So by loving Abbott for this outcome, what can progressives learn? We can learn that Australia doesn’t want a conservative government, even if it comes dressed up in a shiny, expensive Malcolm Turnbull suit. We can learn that progressives can unite and make things happen. Whether they vote Labor, Green or even accidentally voted for Abbott, if they hated Abbott, they have progressive values and so they need to be reminded they will hate Turnbull too. We Marched in March, we ranted on Twitter, we shared on Facebook, we wrote and liked Open Letters, we grew the Independent Media, and we collectively hated Abbott. So let’s bottle this hatred and make it something positive. Let’s make sure Australia never elects a conservative neoliberal wrecker of a government ever again.
I have waited a long time to write this post. I have so looked forward to this moment. I know, I know. Turnbull will be a harder opponent for Labor to beat at the next election, etc. etc. etc. But let’s just pause before we fight that battle and celebrate the end of the Abbott war. We never have to worry about the #OneTermTony campaign ever again, because Abbott never made it to one term. He is now officially just a blip on the landscape. He’s gone. His putrid ideological war is over. Happy dance!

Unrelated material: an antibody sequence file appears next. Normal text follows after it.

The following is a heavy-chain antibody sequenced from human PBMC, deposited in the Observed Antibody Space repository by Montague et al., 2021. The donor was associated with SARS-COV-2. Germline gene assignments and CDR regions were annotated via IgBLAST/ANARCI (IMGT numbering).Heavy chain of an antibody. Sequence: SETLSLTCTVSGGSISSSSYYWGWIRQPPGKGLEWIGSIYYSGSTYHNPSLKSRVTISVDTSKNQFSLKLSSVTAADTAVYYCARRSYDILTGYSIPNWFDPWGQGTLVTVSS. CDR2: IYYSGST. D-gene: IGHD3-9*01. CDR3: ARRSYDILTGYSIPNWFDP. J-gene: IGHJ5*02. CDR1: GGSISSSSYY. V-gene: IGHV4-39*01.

I’m savouring this sentence: Abbott didn’t even last a term. Two chaotic, dysfunctional, vindictive, shambolic, dim-witted, ideologically irrational years as leader of this great country, proving day after day after day after day and sometimes more than once a day, that he was not competent enough for the job.
I know it’s not in good taste to constantly be saying I told you so. And I know everyone who reads this knows I told you so and all agreed when I said so, but we all did this by saying over and over again that Abbott is just not good enough. I said it from the day he beat Turnbull in a leadership spill at the end of 2009. I’ve been saying ‘Abbott’s not good enough’ for almost 6 years. It’s a long time to be outraged. But we maintained the rage and now we’ve won. Why do you think Abbott hates Twitter so much? Because we point out how shit he is at his job. And finally this opinion can’t just be called ‘electronic graffiti’ and has not just gone mainstream, it’s also infiltrated his own team. Finally now justice has been done. Abbott’s incompetence has resulted in him losing his job. Before he even moved into the Lodge.